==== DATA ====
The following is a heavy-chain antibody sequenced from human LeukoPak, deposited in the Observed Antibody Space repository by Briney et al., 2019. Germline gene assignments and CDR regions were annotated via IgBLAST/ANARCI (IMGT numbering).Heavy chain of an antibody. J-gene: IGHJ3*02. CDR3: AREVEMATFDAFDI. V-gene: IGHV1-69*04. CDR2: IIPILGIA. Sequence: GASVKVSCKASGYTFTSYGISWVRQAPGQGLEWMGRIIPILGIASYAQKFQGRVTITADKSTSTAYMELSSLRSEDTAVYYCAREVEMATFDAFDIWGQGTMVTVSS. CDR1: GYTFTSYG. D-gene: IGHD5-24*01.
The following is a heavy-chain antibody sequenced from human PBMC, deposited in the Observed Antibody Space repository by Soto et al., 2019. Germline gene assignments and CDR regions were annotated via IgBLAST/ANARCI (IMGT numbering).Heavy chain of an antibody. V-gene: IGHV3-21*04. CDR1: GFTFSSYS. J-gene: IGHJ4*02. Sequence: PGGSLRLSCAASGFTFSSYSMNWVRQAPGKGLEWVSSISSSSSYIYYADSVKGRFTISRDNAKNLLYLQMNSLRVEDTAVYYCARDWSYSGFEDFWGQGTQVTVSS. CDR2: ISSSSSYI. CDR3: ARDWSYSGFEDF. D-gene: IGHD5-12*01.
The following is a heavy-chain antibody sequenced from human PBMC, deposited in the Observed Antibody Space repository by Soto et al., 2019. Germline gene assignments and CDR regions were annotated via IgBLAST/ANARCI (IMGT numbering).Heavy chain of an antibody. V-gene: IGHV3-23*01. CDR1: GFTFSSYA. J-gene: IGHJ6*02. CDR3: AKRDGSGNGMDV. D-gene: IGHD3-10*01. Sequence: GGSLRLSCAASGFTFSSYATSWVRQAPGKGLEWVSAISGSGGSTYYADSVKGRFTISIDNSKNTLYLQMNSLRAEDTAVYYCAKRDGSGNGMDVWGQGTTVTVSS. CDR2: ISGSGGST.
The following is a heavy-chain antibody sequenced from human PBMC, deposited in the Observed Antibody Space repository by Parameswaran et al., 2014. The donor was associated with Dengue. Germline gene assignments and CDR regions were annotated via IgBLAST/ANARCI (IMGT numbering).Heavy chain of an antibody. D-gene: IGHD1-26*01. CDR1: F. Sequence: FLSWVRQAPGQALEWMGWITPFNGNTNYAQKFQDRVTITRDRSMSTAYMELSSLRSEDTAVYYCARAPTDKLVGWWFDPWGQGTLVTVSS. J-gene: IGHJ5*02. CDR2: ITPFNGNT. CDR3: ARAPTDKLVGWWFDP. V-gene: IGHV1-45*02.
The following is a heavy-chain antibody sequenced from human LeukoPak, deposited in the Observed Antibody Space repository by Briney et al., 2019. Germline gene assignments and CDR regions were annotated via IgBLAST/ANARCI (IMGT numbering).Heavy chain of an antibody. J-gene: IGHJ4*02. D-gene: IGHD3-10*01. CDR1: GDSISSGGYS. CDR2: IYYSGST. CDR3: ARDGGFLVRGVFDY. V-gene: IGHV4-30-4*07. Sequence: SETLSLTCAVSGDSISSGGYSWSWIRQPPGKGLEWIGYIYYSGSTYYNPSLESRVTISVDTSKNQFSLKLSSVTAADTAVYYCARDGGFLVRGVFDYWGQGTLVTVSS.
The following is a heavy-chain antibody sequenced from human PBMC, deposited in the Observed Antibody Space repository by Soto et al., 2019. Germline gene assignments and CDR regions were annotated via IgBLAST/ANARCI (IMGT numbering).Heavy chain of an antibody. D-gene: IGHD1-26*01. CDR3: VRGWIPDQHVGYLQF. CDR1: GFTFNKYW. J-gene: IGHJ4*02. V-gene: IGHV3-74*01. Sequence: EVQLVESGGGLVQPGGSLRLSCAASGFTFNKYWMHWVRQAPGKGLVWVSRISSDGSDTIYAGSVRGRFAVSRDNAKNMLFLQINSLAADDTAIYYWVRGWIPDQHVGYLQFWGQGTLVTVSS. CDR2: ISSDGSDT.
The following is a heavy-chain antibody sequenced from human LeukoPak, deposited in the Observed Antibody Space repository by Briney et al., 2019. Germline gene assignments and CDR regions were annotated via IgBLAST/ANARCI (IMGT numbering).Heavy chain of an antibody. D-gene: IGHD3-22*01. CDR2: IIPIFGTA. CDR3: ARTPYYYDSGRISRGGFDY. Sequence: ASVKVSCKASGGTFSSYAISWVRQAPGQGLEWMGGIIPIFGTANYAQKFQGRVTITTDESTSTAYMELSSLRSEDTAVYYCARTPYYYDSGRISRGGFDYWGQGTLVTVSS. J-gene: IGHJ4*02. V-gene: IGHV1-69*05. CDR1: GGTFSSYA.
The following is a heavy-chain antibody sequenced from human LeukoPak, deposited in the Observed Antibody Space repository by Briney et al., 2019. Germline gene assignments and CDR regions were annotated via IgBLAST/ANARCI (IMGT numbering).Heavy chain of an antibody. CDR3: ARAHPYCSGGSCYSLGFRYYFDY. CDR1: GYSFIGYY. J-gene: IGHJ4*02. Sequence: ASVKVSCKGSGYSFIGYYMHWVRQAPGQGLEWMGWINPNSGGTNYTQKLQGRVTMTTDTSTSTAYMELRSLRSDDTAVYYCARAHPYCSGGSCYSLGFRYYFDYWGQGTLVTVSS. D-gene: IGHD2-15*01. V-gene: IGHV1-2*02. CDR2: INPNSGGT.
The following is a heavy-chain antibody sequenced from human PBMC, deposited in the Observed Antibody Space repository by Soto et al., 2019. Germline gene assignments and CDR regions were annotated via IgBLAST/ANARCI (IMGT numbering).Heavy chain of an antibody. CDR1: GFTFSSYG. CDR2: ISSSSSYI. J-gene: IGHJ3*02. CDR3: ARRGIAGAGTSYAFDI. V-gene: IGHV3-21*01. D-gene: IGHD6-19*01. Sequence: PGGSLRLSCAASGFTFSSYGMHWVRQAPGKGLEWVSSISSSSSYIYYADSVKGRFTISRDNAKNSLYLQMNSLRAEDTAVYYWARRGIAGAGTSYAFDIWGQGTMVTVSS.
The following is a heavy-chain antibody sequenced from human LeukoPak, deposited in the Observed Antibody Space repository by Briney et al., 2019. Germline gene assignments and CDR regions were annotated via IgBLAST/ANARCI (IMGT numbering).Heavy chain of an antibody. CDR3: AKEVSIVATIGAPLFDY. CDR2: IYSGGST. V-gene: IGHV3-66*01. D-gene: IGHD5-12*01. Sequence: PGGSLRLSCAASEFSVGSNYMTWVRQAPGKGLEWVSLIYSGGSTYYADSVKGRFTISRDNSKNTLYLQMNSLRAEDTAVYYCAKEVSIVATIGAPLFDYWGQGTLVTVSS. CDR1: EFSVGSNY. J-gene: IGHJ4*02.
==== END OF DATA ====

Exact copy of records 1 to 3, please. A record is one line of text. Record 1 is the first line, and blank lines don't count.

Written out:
The following is a heavy-chain antibody sequenced from human LeukoPak, deposited in the Observed Antibody Space repository by Briney et al., 2019. Germline gene assignments and CDR regions were annotated via IgBLAST/ANARCI (IMGT numbering).Heavy chain of an antibody. J-gene: IGHJ3*02. CDR3: AREVEMATFDAFDI. V-gene: IGHV1-69*04. CDR2: IIPILGIA. Sequence: GASVKVSCKASGYTFTSYGISWVRQAPGQGLEWMGRIIPILGIASYAQKFQGRVTITADKSTSTAYMELSSLRSEDTAVYYCAREVEMATFDAFDIWGQGTMVTVSS. CDR1: GYTFTSYG. D-gene: IGHD5-24*01.
The following is a heavy-chain antibody sequenced from human PBMC, deposited in the Observed Antibody Space repository by Soto et al., 2019. Germline gene assignments and CDR regions were annotated via IgBLAST/ANARCI (IMGT numbering).Heavy chain of an antibody. V-gene: IGHV3-21*04. CDR1: GFTFSSYS. J-gene: IGHJ4*02. Sequence: PGGSLRLSCAASGFTFSSYSMNWVRQAPGKGLEWVSSISSSSSYIYYADSVKGRFTISRDNAKNLLYLQMNSLRVEDTAVYYCARDWSYSGFEDFWGQGTQVTVSS. CDR2: ISSSSSYI. CDR3: ARDWSYSGFEDF. D-gene: IGHD5-12*01.
The following is a heavy-chain antibody sequenced from human PBMC, deposited in the Observed Antibody Space repository by Soto et al., 2019. Germline gene assignments and CDR regions were annotated via IgBLAST/ANARCI (IMGT numbering).Heavy chain of an antibody. V-gene: IGHV3-23*01. CDR1: GFTFSSYA. J-gene: IGHJ6*02. CDR3: AKRDGSGNGMDV. D-gene: IGHD3-10*01. Sequence: GGSLRLSCAASGFTFSSYATSWVRQAPGKGLEWVSAISGSGGSTYYADSVKGRFTISIDNSKNTLYLQMNSLRAEDTAVYYCAKRDGSGNGMDVWGQGTTVTVSS. CDR2: ISGSGGST.